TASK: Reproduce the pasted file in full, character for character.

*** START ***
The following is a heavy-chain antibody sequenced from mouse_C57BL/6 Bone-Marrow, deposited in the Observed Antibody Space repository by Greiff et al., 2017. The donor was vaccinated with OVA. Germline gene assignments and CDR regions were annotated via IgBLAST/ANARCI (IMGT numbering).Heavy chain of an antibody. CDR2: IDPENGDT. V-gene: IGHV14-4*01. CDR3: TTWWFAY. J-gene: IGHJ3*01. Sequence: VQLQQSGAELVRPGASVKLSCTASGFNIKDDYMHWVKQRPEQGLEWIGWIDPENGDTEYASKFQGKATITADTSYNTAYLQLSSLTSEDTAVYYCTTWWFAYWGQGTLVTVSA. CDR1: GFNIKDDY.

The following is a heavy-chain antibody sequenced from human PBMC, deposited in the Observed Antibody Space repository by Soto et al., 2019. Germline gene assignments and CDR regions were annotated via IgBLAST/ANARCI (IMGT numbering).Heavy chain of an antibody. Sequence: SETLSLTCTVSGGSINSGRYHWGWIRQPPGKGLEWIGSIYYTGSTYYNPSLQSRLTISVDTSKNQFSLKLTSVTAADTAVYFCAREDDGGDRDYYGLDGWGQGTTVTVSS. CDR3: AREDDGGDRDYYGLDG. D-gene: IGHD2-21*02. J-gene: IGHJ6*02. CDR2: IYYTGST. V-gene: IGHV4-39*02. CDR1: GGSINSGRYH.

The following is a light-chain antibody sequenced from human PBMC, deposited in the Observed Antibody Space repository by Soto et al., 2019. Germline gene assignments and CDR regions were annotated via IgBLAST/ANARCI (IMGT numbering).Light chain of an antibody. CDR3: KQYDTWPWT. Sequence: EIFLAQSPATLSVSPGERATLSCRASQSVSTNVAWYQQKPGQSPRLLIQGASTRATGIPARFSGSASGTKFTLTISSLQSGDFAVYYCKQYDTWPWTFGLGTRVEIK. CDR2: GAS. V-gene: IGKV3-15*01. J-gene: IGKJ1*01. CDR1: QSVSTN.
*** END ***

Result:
The following is a heavy-chain antibody sequenced from mouse_C57BL/6 Bone-Marrow, deposited in the Observed Antibody Space repository by Greiff et al., 2017. The donor was vaccinated with OVA. Germline gene assignments and CDR regions were annotated via IgBLAST/ANARCI (IMGT numbering).Heavy chain of an antibody. CDR2: IDPENGDT. V-gene: IGHV14-4*01. CDR3: TTWWFAY. J-gene: IGHJ3*01. Sequence: VQLQQSGAELVRPGASVKLSCTASGFNIKDDYMHWVKQRPEQGLEWIGWIDPENGDTEYASKFQGKATITADTSYNTAYLQLSSLTSEDTAVYYCTTWWFAYWGQGTLVTVSA. CDR1: GFNIKDDY.

The following is a heavy-chain antibody sequenced from human PBMC, deposited in the Observed Antibody Space repository by Soto et al., 2019. Germline gene assignments and CDR regions were annotated via IgBLAST/ANARCI (IMGT numbering).Heavy chain of an antibody. Sequence: SETLSLTCTVSGGSINSGRYHWGWIRQPPGKGLEWIGSIYYTGSTYYNPSLQSRLTISVDTSKNQFSLKLTSVTAADTAVYFCAREDDGGDRDYYGLDGWGQGTTVTVSS. CDR3: AREDDGGDRDYYGLDG. D-gene: IGHD2-21*02. J-gene: IGHJ6*02. CDR2: IYYTGST. V-gene: IGHV4-39*02. CDR1: GGSINSGRYH.

The following is a light-chain antibody sequenced from human PBMC, deposited in the Observed Antibody Space repository by Soto et al., 2019. Germline gene assignments and CDR regions were annotated via IgBLAST/ANARCI (IMGT numbering).Light chain of an antibody. CDR3: KQYDTWPWT. Sequence: EIFLAQSPATLSVSPGERATLSCRASQSVSTNVAWYQQKPGQSPRLLIQGASTRATGIPARFSGSASGTKFTLTISSLQSGDFAVYYCKQYDTWPWTFGLGTRVEIK. CDR2: GAS. V-gene: IGKV3-15*01. J-gene: IGKJ1*01. CDR1: QSVSTN.